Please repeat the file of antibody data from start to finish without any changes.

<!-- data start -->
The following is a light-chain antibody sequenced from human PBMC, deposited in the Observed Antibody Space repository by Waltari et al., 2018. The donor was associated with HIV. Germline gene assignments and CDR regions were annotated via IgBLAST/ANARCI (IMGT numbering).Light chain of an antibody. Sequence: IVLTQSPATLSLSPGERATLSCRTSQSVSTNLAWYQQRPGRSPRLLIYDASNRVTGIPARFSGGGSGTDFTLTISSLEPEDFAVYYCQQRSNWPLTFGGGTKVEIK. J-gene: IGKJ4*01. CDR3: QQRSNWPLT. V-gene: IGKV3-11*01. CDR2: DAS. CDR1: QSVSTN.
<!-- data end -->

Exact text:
The following is a light-chain antibody sequenced from human PBMC, deposited in the Observed Antibody Space repository by Waltari et al., 2018. The donor was associated with HIV. Germline gene assignments and CDR regions were annotated via IgBLAST/ANARCI (IMGT numbering).Light chain of an antibody. Sequence: IVLTQSPATLSLSPGERATLSCRTSQSVSTNLAWYQQRPGRSPRLLIYDASNRVTGIPARFSGGGSGTDFTLTISSLEPEDFAVYYCQQRSNWPLTFGGGTKVEIK. J-gene: IGKJ4*01. CDR3: QQRSNWPLT. V-gene: IGKV3-11*01. CDR2: DAS. CDR1: QSVSTN.